So I've started to think a lot about what are some hope promoting and some hope suppressing behaviors that I see? And from a hope promoting perspective, to me, if I walk in the room with a crazy outfit on the one I have today, again, it's the faces of the patient and the caregivers just light up. Very often it starts with, "Can I get a selfie for my social media with you with this crazy outfit?" It gives me a more positive, enthusiastic attitude when I talk to the patient. If I feel good about myself, then I walk in with a different kind of energy. And there's a whole bunch of other things that I've learned. But that's what I call setting the table. I think a lot on Monday nights, what am I going to wear tomorrow for clinic? And that's how I set the table for the day.
But yeah, this jacket, I told you this story earlier, this mashup of fashion and neurology has taken me to some wild places. One designer invited me to come to Men's Fashion Week and let me walk the runway during his fashion show. Another made ties that the coaches for Duke and UNC wore a few years ago for the Duke UNC game. These are not the type of ties you would typically see basketball coaches wear. I got to meet with Post Malone's tailor during the pandemic and fulfill one of my bucket list items, which was I always wanted to help design my own suit. And so we had a lot of correspondences, a lot of fabric samples, a lot of drawings, but I wanted that suit to be embroidered with lessons I've learned from people with ALS that I don't ever want to forget.
And then today's suit, I got to meet a tailor in Nashville last year, who's someone I've been reading about since I was a kid. His name is Manuel Cuevas, and he was Johnny Cash's Tailor, Elvis Presley's Tailor, Elton John's Tailor, Lady Gaga's tailor. His resume is unbelievable. And he's still working. He's in his 90s, and he was kind enough to meet with me. And first he asked me, "What band are you in?" I said, "Believe it or not, I'm not in a band. I'm actually a neurologist and I work on this rare disease called ALS." And his face just went white. And he said, "Wow, did you know my wife passed away from that?" I had no idea. And he told me, this was years ago, but he told me it was a tough time. They didn't feel like they got a lot of options or hope.
And I told him what I'm trying to do different at Duke and how it starts with what I put on. And that just prompted him to say, "I want to make something for you to wear for your patients." And so today's jacket is my favorite color. It's bright purple and it's embroidered with symbols of patients and families that he read about online that have helped me in my quest to end ALS. So there's race car drivers, and there's gardeners and there's Tesla engineers, and there's hunters and there's scholars and one family that owns a shipyard all represented on this jacket, and then he embroidered it with some symbols of his family too, to make it our story. So yeah, I always feel 10 feet tall when I wear this one.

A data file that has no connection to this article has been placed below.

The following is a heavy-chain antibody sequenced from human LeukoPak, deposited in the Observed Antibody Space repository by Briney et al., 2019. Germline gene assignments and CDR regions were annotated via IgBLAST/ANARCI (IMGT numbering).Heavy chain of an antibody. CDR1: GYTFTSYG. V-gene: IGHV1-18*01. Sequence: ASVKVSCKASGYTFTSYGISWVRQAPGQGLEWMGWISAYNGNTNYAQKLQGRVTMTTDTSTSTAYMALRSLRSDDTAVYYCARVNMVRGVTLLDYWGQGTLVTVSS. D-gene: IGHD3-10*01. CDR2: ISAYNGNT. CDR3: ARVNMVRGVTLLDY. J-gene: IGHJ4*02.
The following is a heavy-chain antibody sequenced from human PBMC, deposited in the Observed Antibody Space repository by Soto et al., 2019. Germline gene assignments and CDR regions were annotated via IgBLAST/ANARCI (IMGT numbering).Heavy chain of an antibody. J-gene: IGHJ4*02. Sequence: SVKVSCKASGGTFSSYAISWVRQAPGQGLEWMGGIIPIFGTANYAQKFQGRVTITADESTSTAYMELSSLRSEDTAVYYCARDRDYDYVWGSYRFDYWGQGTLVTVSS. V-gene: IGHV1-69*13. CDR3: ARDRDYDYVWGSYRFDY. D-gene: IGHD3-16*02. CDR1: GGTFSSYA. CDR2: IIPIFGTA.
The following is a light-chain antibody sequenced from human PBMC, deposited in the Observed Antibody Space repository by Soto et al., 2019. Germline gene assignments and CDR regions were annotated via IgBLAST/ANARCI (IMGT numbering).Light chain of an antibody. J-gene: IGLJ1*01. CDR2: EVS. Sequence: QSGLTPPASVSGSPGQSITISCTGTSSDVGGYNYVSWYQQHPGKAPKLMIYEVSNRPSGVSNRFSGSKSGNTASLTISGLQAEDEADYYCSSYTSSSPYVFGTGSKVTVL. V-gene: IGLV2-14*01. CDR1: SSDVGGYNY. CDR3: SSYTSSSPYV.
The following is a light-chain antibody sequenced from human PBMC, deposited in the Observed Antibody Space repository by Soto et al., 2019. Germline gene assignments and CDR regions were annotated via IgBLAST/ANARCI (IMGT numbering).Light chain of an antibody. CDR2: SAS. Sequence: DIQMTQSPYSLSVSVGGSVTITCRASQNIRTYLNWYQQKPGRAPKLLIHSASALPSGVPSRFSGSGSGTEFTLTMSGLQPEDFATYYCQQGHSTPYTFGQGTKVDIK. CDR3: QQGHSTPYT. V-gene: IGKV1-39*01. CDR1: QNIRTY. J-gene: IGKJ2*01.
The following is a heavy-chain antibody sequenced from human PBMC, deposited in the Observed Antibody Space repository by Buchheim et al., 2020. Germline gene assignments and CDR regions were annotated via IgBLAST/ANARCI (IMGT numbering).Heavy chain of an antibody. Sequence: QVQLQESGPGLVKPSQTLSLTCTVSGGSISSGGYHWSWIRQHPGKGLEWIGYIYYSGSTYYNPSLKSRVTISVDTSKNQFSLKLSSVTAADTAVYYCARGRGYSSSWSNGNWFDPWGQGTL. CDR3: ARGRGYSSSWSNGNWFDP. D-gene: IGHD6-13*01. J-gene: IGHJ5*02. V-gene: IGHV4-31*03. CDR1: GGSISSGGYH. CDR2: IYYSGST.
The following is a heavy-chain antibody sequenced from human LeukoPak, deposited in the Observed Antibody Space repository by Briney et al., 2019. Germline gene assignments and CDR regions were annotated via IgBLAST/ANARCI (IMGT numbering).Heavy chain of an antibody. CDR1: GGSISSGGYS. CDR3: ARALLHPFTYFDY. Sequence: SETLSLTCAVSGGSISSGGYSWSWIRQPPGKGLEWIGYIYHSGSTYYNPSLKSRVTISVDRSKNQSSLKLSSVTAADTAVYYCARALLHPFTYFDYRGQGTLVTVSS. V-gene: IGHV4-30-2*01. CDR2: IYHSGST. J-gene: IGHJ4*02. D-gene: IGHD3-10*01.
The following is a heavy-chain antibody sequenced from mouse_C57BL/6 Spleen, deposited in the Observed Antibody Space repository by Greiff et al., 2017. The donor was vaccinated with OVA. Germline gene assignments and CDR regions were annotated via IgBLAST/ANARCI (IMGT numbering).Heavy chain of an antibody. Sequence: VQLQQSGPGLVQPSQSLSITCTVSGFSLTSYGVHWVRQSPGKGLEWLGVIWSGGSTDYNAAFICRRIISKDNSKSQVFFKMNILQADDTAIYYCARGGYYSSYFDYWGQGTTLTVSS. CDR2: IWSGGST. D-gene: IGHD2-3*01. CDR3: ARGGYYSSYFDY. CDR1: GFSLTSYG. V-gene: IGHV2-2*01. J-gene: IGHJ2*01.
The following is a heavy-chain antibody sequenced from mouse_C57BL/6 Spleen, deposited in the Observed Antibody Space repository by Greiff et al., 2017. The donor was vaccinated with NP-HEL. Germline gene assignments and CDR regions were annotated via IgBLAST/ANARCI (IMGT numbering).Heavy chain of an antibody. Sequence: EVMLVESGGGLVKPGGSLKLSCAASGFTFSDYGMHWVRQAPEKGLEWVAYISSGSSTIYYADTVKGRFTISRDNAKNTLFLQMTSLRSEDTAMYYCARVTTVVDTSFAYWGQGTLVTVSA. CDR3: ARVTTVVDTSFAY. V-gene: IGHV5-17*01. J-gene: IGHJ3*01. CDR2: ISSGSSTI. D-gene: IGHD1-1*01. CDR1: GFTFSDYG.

Dr. Katy Peters:
Well, I will say that you're on fire right now because I see some flames coming out of that jacket. And I couldn't be more impressed, and I'm so excited that you shared it with us. Brooke Eby, our guest with ALS, she was just amazing. And she described living on ALS time and the way she stated it to us is she feels she has to pack seven years of living into one year. She actually called it living in dog years. Do you have any thoughts on this? I guess some completing thoughts for our listeners today, just about that thought?

Dr. Richard Bedlack:
Yeah, I'll say a couple things. So first, I always hate to hear that any person with this disease was given any kind of expiration date. I still hear patients that come to me and they say, "Yeah, they told me I have ALS and I have two to three years to live." Well, I don't know how you could ever look at a person and know that they have exactly two to three years to live. 10% of people with ALS live 10 years or more, 5% live 20 years or more. So I don't think we ever know for sure, but I have heard this expression from some of my patients. I remember one person that was popular on social media that I thought was an amazing advocate, even before Brooke, she used the term, the ALS clock. It's different than the regular healthy human clock. It moves faster.